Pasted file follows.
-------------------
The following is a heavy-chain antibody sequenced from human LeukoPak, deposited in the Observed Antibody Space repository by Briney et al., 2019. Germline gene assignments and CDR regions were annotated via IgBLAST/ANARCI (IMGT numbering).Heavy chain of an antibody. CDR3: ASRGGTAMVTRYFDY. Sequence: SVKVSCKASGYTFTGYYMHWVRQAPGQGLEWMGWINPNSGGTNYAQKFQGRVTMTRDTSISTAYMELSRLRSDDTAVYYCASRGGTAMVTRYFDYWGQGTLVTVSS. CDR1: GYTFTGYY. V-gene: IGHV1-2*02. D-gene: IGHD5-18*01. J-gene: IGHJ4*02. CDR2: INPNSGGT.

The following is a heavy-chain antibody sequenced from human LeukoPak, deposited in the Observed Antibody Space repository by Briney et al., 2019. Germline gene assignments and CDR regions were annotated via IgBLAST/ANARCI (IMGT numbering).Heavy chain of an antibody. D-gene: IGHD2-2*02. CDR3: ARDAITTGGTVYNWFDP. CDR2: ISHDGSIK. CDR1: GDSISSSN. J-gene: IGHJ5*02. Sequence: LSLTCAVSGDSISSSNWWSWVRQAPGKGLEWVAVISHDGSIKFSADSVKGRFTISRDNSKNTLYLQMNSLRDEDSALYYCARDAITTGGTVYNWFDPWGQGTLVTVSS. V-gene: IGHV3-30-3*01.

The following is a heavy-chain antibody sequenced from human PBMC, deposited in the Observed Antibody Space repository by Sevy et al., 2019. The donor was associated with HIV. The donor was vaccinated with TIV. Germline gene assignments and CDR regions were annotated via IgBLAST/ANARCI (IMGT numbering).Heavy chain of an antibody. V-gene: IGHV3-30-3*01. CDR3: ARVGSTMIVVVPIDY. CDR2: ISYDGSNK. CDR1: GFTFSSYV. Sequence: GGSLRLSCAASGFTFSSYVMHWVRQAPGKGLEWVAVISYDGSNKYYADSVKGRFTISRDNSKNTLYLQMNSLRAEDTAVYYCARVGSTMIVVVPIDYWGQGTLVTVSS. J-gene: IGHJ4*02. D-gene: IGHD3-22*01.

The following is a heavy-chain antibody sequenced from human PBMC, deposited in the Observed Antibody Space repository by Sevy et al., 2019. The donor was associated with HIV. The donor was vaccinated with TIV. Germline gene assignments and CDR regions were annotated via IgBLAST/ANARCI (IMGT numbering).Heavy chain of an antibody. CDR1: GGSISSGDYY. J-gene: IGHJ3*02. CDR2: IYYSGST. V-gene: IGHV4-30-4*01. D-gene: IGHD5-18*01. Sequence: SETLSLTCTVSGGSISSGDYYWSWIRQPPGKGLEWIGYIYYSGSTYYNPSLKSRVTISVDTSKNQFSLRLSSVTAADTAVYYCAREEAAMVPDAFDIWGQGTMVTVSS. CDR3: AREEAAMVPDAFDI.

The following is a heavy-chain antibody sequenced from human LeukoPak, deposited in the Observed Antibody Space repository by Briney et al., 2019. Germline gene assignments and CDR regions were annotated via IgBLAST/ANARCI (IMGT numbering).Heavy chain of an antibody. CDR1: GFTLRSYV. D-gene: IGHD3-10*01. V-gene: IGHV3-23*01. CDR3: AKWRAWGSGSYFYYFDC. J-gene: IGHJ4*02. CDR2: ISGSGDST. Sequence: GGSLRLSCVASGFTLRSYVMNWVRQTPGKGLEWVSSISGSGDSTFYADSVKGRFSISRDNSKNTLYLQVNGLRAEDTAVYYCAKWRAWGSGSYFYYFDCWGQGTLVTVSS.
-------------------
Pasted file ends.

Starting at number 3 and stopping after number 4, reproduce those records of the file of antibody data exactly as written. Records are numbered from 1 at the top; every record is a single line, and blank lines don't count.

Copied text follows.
The following is a heavy-chain antibody sequenced from human PBMC, deposited in the Observed Antibody Space repository by Sevy et al., 2019. The donor was associated with HIV. The donor was vaccinated with TIV. Germline gene assignments and CDR regions were annotated via IgBLAST/ANARCI (IMGT numbering).Heavy chain of an antibody. V-gene: IGHV3-30-3*01. CDR3: ARVGSTMIVVVPIDY. CDR2: ISYDGSNK. CDR1: GFTFSSYV. Sequence: GGSLRLSCAASGFTFSSYVMHWVRQAPGKGLEWVAVISYDGSNKYYADSVKGRFTISRDNSKNTLYLQMNSLRAEDTAVYYCARVGSTMIVVVPIDYWGQGTLVTVSS. J-gene: IGHJ4*02. D-gene: IGHD3-22*01.

The following is a heavy-chain antibody sequenced from human PBMC, deposited in the Observed Antibody Space repository by Sevy et al., 2019. The donor was associated with HIV. The donor was vaccinated with TIV. Germline gene assignments and CDR regions were annotated via IgBLAST/ANARCI (IMGT numbering).Heavy chain of an antibody. CDR1: GGSISSGDYY. J-gene: IGHJ3*02. CDR2: IYYSGST. V-gene: IGHV4-30-4*01. D-gene: IGHD5-18*01. Sequence: SETLSLTCTVSGGSISSGDYYWSWIRQPPGKGLEWIGYIYYSGSTYYNPSLKSRVTISVDTSKNQFSLRLSSVTAADTAVYYCAREEAAMVPDAFDIWGQGTMVTVSS. CDR3: AREEAAMVPDAFDI.